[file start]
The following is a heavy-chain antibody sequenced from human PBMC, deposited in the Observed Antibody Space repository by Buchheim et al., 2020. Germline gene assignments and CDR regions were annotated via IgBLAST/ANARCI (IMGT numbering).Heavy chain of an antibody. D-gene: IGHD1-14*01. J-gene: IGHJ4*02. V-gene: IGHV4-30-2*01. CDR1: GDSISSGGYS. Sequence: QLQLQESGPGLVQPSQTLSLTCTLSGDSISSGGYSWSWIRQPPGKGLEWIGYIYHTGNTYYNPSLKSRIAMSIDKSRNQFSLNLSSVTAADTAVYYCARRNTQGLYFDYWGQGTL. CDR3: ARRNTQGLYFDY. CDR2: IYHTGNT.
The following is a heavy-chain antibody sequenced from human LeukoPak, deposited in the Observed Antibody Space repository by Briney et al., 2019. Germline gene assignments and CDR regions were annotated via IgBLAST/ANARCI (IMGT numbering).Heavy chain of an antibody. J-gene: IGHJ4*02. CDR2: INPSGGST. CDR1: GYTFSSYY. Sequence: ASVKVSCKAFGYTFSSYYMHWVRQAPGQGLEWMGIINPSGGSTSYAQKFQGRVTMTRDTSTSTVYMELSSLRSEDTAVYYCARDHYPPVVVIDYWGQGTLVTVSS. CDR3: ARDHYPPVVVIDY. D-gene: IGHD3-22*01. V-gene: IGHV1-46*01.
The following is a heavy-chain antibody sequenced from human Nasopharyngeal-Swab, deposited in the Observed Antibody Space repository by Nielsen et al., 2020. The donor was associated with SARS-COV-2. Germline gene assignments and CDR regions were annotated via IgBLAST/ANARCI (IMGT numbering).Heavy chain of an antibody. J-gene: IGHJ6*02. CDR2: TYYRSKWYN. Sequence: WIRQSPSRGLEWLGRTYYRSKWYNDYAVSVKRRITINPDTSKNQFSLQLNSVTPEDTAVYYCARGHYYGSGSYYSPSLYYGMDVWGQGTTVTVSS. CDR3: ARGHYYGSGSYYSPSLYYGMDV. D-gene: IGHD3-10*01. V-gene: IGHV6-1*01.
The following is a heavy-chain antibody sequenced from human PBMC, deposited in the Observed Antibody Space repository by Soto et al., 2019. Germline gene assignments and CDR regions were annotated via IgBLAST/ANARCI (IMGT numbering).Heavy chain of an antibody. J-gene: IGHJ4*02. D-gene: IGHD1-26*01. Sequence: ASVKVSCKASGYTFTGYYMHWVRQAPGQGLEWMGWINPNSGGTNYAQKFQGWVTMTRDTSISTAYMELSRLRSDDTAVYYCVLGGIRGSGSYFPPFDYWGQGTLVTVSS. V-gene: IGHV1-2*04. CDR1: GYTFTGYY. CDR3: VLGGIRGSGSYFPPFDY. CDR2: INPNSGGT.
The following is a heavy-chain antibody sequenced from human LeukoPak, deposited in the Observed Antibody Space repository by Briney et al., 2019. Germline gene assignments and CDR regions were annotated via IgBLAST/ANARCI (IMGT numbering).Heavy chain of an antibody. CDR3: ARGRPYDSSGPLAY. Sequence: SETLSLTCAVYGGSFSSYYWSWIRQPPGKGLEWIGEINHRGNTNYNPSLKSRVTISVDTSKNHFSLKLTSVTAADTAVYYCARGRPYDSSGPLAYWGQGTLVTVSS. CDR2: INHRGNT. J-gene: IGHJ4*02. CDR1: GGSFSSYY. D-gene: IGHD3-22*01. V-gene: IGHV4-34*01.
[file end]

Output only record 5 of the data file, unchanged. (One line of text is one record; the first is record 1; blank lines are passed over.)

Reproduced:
The following is a heavy-chain antibody sequenced from human LeukoPak, deposited in the Observed Antibody Space repository by Briney et al., 2019. Germline gene assignments and CDR regions were annotated via IgBLAST/ANARCI (IMGT numbering).Heavy chain of an antibody. CDR3: ARGRPYDSSGPLAY. Sequence: SETLSLTCAVYGGSFSSYYWSWIRQPPGKGLEWIGEINHRGNTNYNPSLKSRVTISVDTSKNHFSLKLTSVTAADTAVYYCARGRPYDSSGPLAYWGQGTLVTVSS. CDR2: INHRGNT. J-gene: IGHJ4*02. CDR1: GGSFSSYY. D-gene: IGHD3-22*01. V-gene: IGHV4-34*01.